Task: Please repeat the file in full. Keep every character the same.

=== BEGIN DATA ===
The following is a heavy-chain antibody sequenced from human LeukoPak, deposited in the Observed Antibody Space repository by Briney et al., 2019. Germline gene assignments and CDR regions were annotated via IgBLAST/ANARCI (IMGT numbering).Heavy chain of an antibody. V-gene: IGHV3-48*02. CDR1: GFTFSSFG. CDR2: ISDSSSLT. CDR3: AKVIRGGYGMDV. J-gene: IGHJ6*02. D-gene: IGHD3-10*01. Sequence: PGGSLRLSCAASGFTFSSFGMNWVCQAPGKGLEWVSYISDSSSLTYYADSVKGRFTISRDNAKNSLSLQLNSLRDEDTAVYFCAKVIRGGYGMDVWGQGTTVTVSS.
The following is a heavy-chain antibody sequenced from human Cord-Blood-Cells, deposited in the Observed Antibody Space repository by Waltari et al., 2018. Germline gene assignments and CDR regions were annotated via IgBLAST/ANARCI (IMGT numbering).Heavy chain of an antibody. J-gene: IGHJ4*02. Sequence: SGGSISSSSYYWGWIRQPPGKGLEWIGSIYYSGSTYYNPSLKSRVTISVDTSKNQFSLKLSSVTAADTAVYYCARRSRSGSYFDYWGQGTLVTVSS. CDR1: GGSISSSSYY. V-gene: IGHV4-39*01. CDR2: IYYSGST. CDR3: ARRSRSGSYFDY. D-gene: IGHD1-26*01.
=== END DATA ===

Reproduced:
The following is a heavy-chain antibody sequenced from human LeukoPak, deposited in the Observed Antibody Space repository by Briney et al., 2019. Germline gene assignments and CDR regions were annotated via IgBLAST/ANARCI (IMGT numbering).Heavy chain of an antibody. V-gene: IGHV3-48*02. CDR1: GFTFSSFG. CDR2: ISDSSSLT. CDR3: AKVIRGGYGMDV. J-gene: IGHJ6*02. D-gene: IGHD3-10*01. Sequence: PGGSLRLSCAASGFTFSSFGMNWVCQAPGKGLEWVSYISDSSSLTYYADSVKGRFTISRDNAKNSLSLQLNSLRDEDTAVYFCAKVIRGGYGMDVWGQGTTVTVSS.
The following is a heavy-chain antibody sequenced from human Cord-Blood-Cells, deposited in the Observed Antibody Space repository by Waltari et al., 2018. Germline gene assignments and CDR regions were annotated via IgBLAST/ANARCI (IMGT numbering).Heavy chain of an antibody. J-gene: IGHJ4*02. Sequence: SGGSISSSSYYWGWIRQPPGKGLEWIGSIYYSGSTYYNPSLKSRVTISVDTSKNQFSLKLSSVTAADTAVYYCARRSRSGSYFDYWGQGTLVTVSS. CDR1: GGSISSSSYY. V-gene: IGHV4-39*01. CDR2: IYYSGST. CDR3: ARRSRSGSYFDY. D-gene: IGHD1-26*01.